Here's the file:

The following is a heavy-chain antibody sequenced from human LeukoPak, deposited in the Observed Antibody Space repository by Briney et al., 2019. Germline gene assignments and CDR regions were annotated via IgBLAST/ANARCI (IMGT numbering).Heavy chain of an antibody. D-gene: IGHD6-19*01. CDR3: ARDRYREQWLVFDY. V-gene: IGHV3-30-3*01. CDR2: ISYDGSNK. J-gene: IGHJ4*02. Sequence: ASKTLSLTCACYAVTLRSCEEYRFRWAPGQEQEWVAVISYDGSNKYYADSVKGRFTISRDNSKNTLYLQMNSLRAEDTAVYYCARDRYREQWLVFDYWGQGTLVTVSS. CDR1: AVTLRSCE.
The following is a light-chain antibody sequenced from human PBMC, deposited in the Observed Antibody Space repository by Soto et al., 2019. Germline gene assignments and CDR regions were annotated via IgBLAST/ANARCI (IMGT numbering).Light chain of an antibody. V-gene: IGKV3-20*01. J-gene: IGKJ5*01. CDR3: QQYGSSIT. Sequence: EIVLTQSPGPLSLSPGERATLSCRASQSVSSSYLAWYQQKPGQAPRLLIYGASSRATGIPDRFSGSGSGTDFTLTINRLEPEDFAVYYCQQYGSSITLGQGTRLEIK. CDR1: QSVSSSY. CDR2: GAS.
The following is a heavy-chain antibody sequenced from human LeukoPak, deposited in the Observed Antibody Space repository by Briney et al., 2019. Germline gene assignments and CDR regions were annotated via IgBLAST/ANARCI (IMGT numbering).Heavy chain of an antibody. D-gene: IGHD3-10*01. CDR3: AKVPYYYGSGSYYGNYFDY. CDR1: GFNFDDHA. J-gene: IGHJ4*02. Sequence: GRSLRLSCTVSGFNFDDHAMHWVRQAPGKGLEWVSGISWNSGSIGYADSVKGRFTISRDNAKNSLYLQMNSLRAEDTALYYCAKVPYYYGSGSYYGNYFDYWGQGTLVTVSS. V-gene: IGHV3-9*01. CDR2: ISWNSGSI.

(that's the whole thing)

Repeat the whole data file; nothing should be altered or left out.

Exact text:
The following is a heavy-chain antibody sequenced from human LeukoPak, deposited in the Observed Antibody Space repository by Briney et al., 2019. Germline gene assignments and CDR regions were annotated via IgBLAST/ANARCI (IMGT numbering).Heavy chain of an antibody. D-gene: IGHD6-19*01. CDR3: ARDRYREQWLVFDY. V-gene: IGHV3-30-3*01. CDR2: ISYDGSNK. J-gene: IGHJ4*02. Sequence: ASKTLSLTCACYAVTLRSCEEYRFRWAPGQEQEWVAVISYDGSNKYYADSVKGRFTISRDNSKNTLYLQMNSLRAEDTAVYYCARDRYREQWLVFDYWGQGTLVTVSS. CDR1: AVTLRSCE.
The following is a light-chain antibody sequenced from human PBMC, deposited in the Observed Antibody Space repository by Soto et al., 2019. Germline gene assignments and CDR regions were annotated via IgBLAST/ANARCI (IMGT numbering).Light chain of an antibody. V-gene: IGKV3-20*01. J-gene: IGKJ5*01. CDR3: QQYGSSIT. Sequence: EIVLTQSPGPLSLSPGERATLSCRASQSVSSSYLAWYQQKPGQAPRLLIYGASSRATGIPDRFSGSGSGTDFTLTINRLEPEDFAVYYCQQYGSSITLGQGTRLEIK. CDR1: QSVSSSY. CDR2: GAS.
The following is a heavy-chain antibody sequenced from human LeukoPak, deposited in the Observed Antibody Space repository by Briney et al., 2019. Germline gene assignments and CDR regions were annotated via IgBLAST/ANARCI (IMGT numbering).Heavy chain of an antibody. D-gene: IGHD3-10*01. CDR3: AKVPYYYGSGSYYGNYFDY. CDR1: GFNFDDHA. J-gene: IGHJ4*02. Sequence: GRSLRLSCTVSGFNFDDHAMHWVRQAPGKGLEWVSGISWNSGSIGYADSVKGRFTISRDNAKNSLYLQMNSLRAEDTALYYCAKVPYYYGSGSYYGNYFDYWGQGTLVTVSS. V-gene: IGHV3-9*01. CDR2: ISWNSGSI.